The Largest Security-Cleared Career Network for Defense and Intelligence Jobs - JOIN NOW


RH-3 Sea King Minesweeping Helicopter

In October 1962 the Chief of Naval Operations directed that a few helicopters be converted for the Airborne Mine Countermeasures (AMCM) mission for use in a mine countermeasures development and training program and eventual assignment to fleet squadrons. The twin-turbine, tandem rotor Boeing-Vertol HRB-1 or RH-46A was initially designated for this conversion. But the US Marine Corps had a more urgent need for the H-46's, so the Navy turned to the Sikorsky HSS-2 [later renamed SH-3A Sea King].

In September 1966 Naval Air Test Center pilots completed a 2 day shipboard suitability trial of the RH-3A helicopter minesweeper aboard the Ozark (MCS 2) on the open sea. This trial completed the Center's evaluation of the helicopter for the minesweeper role. The following year the ship and a helicopter detachment from newly established HC-6 were utilized in a mine countermeasures development and training program in the Atlantic Fleet and a detachment from HC-7 was prepared for training and operation on the Catskill (MCS 1) in the Pacific.

To complete its experiments with the RH-3A, the US Navy borrowed nine CH-53Ds from the Marines, fitted with devices for the detection, sweeping and neutralization of all types of mines. In 1964, Sikorsky began converting nine SH-3A's to RH-3A's for AMCM. A pivoting towboom and towhook, tension and yaw angle indicators, pilot controlled eletrical rear-view mirrors, second large cargo door on the port side, reinforced cargo floor with access to tow winch below, and two aft observation bubbles were installed. In order to strenghten the helicopter for the stresses it would be placed under during towing operations, the upper forward cabin and transverse fuselage between the cargo doors, aft tub, and the tail wheel were all reinforced. Fuel and oil capacity was also increased by additional tanks installed in the cabin.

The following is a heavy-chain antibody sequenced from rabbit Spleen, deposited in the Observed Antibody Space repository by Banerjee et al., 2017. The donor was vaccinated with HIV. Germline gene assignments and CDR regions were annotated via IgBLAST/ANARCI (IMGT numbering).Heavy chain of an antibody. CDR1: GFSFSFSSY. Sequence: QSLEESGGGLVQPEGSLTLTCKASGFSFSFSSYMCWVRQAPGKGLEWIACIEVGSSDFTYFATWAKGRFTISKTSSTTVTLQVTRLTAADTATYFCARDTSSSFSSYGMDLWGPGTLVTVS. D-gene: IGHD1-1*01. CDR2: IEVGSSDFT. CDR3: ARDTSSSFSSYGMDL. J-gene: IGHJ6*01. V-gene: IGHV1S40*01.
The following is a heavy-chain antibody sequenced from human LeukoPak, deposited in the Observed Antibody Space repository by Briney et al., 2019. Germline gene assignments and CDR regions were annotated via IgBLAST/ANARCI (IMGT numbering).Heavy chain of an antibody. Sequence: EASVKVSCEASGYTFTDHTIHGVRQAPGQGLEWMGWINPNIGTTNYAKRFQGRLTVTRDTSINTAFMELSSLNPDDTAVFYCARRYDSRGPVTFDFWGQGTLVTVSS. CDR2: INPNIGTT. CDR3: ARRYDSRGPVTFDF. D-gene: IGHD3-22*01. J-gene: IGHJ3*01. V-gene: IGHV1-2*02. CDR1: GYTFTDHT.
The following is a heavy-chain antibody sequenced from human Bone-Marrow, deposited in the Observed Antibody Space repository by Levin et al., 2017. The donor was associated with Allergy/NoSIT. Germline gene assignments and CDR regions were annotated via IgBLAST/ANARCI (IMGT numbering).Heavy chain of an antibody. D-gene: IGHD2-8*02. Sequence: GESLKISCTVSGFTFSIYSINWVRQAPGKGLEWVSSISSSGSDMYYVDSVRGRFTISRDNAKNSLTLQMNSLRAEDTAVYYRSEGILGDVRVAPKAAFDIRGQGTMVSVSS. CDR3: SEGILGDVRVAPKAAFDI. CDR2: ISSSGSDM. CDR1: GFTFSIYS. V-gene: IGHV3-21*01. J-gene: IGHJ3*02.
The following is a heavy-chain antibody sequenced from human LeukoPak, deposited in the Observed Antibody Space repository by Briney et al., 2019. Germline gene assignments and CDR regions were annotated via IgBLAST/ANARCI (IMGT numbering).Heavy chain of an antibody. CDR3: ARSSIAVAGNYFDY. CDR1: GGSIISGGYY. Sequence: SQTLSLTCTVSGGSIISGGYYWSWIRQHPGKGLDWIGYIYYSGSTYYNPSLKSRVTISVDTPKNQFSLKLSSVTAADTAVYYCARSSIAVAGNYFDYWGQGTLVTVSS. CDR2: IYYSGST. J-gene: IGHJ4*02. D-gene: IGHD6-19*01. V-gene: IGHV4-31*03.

The RH-3A was an interim AMCM aircraft. The Sea King anti-torque tail rotor was never designed for the flight regime it operated in while towing. With up to 30 degrees nose down attitude while under tension, the RH-3A's tail rotor was past it's design limitations and occassionally failed. This led to increases in the diameter and chord of the tail rotor, as well as improved construction and design. Despite it's limitations and weaknesses, the Sea King proved itself as an AMCM platform until it was replaced.

Join the mailing list

Page last modified: 07-07-2011 02:35:19 ZULU